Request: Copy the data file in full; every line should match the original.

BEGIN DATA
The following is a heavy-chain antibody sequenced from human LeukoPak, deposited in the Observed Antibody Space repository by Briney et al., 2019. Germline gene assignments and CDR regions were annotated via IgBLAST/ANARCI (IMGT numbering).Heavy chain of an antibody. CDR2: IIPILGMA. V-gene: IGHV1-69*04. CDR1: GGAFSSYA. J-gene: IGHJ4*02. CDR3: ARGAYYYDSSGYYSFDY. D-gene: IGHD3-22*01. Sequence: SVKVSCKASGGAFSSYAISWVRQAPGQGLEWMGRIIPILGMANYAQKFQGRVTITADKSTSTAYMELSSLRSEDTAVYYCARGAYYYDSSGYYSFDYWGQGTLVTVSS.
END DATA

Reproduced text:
The following is a heavy-chain antibody sequenced from human LeukoPak, deposited in the Observed Antibody Space repository by Briney et al., 2019. Germline gene assignments and CDR regions were annotated via IgBLAST/ANARCI (IMGT numbering).Heavy chain of an antibody. CDR2: IIPILGMA. V-gene: IGHV1-69*04. CDR1: GGAFSSYA. J-gene: IGHJ4*02. CDR3: ARGAYYYDSSGYYSFDY. D-gene: IGHD3-22*01. Sequence: SVKVSCKASGGAFSSYAISWVRQAPGQGLEWMGRIIPILGMANYAQKFQGRVTITADKSTSTAYMELSSLRSEDTAVYYCARGAYYYDSSGYYSFDYWGQGTLVTVSS.